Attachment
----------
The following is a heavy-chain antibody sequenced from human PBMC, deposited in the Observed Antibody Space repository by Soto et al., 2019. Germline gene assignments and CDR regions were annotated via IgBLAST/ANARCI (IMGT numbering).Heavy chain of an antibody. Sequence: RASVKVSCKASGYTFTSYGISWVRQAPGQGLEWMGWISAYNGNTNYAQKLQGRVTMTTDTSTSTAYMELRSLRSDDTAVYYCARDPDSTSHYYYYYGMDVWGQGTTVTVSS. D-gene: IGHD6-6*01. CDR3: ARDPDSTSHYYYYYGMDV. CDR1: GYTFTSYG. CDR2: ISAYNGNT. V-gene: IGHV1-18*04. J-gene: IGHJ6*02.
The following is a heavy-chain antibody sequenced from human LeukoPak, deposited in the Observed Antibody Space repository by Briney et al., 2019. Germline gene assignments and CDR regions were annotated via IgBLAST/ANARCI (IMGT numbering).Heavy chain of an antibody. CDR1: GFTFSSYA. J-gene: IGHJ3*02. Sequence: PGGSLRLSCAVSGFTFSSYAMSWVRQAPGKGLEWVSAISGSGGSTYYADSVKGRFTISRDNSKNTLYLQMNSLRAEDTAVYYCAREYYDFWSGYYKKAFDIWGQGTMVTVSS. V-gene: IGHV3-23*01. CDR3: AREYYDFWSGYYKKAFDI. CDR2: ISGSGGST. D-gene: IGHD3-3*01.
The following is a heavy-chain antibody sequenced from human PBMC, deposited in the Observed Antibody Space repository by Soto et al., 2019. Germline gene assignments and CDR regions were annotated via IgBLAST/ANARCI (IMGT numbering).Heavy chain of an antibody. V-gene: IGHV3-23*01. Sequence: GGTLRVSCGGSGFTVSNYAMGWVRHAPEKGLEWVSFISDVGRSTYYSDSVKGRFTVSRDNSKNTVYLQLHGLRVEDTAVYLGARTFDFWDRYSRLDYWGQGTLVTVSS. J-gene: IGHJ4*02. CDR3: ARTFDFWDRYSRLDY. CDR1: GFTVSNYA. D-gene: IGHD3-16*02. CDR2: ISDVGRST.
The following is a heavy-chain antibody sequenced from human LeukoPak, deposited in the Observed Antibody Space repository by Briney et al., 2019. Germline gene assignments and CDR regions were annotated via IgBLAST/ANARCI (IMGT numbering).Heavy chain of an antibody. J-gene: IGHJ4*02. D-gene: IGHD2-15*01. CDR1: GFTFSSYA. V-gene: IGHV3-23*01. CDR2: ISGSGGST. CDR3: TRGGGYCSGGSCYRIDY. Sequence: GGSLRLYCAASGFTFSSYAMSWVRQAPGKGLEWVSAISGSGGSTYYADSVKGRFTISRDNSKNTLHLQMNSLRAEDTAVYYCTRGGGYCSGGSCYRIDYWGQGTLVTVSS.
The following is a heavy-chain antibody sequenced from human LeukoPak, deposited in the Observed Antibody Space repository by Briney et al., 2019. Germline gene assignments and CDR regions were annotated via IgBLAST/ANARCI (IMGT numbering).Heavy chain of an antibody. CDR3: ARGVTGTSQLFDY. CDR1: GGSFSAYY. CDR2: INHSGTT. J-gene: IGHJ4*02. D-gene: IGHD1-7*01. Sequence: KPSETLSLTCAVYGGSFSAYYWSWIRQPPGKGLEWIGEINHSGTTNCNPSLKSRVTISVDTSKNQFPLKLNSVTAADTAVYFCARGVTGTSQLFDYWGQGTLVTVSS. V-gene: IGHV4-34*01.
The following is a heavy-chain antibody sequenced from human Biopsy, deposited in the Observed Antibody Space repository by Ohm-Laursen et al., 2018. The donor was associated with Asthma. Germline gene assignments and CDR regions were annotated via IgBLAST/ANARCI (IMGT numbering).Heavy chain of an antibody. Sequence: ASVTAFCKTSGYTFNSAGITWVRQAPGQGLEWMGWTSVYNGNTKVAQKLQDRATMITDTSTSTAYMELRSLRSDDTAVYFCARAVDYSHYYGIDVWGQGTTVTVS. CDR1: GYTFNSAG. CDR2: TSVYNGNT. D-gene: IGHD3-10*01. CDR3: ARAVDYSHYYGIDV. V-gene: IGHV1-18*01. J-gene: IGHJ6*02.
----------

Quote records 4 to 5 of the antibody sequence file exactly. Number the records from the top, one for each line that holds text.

The following is a heavy-chain antibody sequenced from human LeukoPak, deposited in the Observed Antibody Space repository by Briney et al., 2019. Germline gene assignments and CDR regions were annotated via IgBLAST/ANARCI (IMGT numbering).Heavy chain of an antibody. J-gene: IGHJ4*02. D-gene: IGHD2-15*01. CDR1: GFTFSSYA. V-gene: IGHV3-23*01. CDR2: ISGSGGST. CDR3: TRGGGYCSGGSCYRIDY. Sequence: GGSLRLYCAASGFTFSSYAMSWVRQAPGKGLEWVSAISGSGGSTYYADSVKGRFTISRDNSKNTLHLQMNSLRAEDTAVYYCTRGGGYCSGGSCYRIDYWGQGTLVTVSS.
The following is a heavy-chain antibody sequenced from human LeukoPak, deposited in the Observed Antibody Space repository by Briney et al., 2019. Germline gene assignments and CDR regions were annotated via IgBLAST/ANARCI (IMGT numbering).Heavy chain of an antibody. CDR3: ARGVTGTSQLFDY. CDR1: GGSFSAYY. CDR2: INHSGTT. J-gene: IGHJ4*02. D-gene: IGHD1-7*01. Sequence: KPSETLSLTCAVYGGSFSAYYWSWIRQPPGKGLEWIGEINHSGTTNCNPSLKSRVTISVDTSKNQFPLKLNSVTAADTAVYFCARGVTGTSQLFDYWGQGTLVTVSS. V-gene: IGHV4-34*01.